I’m about to try lost PLA sand casting. The process is essentially identical to lost wax casting, but with the advantage of not requiring an addition set of moulds to produce a wax pattern. The pattern is produced directly from a 3D print.
Note that I will not be using investment for this casting experiment. I figure that the hot molten metal will burn the PLA directly from the moulding sand. If this doesn’t work then I’ll be reverting to lost PLA investment casing.
There are a few considerations that are desirable:
- I need to use as little PLA as possible.
- Ideally the mould cavity will fill from the bottom up with ventilation to permit any PLA gases to exhaust and carbon residues to float clear of the casting cavity.
- The pattern should fill with flow paths to promote PLA clearance.
- An open riser will be needed.
I have chosen to use a polar bear model for my experiments. This is a free-form non-symmetrical model has no plane of symmetry that could be used for a conventional parting plane. The pattern would be impossible to withdraw from the sand. If I can get this to work then I have some complicated castings that I want to complete with a commercial incentive.
Click here to read about the development of the 3D model using the freeware software package, Blender. The bear 3D print fits in a rectangular volume approximately 70 mm long, 40 mm high, and 24 mm wide. It is clearly a small casting.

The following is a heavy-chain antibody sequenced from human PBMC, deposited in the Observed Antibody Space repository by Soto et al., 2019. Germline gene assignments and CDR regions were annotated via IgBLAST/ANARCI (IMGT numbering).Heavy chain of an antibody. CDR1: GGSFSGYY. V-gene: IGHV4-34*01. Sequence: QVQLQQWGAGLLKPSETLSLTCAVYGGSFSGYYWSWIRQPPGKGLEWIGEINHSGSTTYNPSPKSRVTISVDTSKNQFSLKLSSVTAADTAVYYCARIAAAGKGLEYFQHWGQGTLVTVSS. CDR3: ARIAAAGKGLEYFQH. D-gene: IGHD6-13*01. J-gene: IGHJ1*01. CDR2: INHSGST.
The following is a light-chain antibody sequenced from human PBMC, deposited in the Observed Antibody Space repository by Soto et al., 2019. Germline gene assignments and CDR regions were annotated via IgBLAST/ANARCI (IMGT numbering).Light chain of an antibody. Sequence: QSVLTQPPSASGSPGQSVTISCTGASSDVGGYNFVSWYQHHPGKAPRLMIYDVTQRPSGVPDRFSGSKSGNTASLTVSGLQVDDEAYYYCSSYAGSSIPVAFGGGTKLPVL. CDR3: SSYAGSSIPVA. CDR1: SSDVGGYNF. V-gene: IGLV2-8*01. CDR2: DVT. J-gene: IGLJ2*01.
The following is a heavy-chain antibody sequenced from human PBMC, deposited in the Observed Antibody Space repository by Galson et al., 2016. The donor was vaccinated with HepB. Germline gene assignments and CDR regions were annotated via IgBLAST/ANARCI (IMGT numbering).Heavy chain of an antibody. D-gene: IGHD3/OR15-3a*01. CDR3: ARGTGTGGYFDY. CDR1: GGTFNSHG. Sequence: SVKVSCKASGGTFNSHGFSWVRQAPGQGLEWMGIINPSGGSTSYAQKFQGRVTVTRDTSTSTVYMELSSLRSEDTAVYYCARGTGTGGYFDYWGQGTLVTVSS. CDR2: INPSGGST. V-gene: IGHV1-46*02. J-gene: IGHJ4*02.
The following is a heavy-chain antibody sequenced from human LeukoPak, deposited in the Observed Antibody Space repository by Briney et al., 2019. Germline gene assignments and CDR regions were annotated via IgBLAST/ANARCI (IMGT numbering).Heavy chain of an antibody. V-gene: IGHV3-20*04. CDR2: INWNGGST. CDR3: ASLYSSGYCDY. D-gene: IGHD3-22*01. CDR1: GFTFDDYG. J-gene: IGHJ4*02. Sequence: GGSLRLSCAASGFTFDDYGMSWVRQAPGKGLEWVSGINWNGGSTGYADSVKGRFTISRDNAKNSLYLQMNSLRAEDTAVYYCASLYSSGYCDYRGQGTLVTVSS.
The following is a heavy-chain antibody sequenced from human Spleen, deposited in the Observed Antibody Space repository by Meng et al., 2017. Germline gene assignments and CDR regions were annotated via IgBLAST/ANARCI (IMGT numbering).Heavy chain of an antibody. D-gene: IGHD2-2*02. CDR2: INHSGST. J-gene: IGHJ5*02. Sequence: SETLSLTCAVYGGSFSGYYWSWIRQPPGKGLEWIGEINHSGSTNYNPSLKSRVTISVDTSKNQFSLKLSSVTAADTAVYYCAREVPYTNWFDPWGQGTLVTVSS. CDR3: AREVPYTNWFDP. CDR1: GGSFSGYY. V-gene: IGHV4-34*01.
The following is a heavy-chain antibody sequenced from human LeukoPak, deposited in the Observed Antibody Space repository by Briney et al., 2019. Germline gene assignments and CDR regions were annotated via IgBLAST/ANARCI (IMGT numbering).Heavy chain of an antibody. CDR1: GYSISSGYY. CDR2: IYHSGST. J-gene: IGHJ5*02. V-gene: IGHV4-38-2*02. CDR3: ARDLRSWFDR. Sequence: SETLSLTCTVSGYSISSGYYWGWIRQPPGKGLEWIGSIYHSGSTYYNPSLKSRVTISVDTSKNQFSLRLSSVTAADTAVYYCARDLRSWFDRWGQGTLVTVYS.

The model was 3D printed with PLA. There is no infill, and with side top and bottom walls approximately 0.8 mm thick using 0.1 mm vertical layers.
Figure 1. The No Infill 3D Printed Polar Bear Pattern
With the model printed I drilled out the feet and the high point at the top of the rump to permit immediate metal infill, progressive filling, venting and the collection of PLA residue at the top of the mould.
I’m going to try and cast the polar bear in brass. If the experiment works then I’ll hand-finish the surface and silver plate it.
Time for some rigging rules.
The volume of the casting is about 37,500 mm3. So we need:
37,500 mm3 * 0.0085 g/mm3 ~ 320 g of brass.
We’ll assume that the rigging takes this up to about 500 g.
I have estimated the optimum pour time to be about 3 seconds.
So our volume flow rate is:
500 g / ( 0.0081 g/mm3 * 3 s) ~ 20,600 mm3/s
I’m going to use a very large 17 mm diameter sprue well with a 3 degree tapered sprue with a choke diameter of 7.5 mm. There is no runner in this design. The venting will also serve as a riser.
The sprue choke area is:
The sprue choke velocity will be about:
20,600 mm2/s / 44.2 mm2 = 466 mm/s
The effective height in the sprue will be:
This might be quite difficult to maintain, but the pour time is so short, and the sprue well is so large that I figure this won’t be a problem.
I have selected a very large gate area, 30 mm wide x 4 mm high so the velocity in the gate will be very low compared with the critical velocity of 500 mm/s for brass:
20,600 mm3/s / (30 mm x 4 mm) ~ 172 mm/s.
I’m going to incline the flask about 10 degrees to ensure that the riser/vent is at the high point in the casting cavity. This should allow any residues from the PLA (mainly unburnt carbon) to float free of the mould cavity.
Figure 2. Pattern with Rigging
I knocked up the mould (always make the mould before you begin the melt).
Figures 3a to h. Building the Sand Mould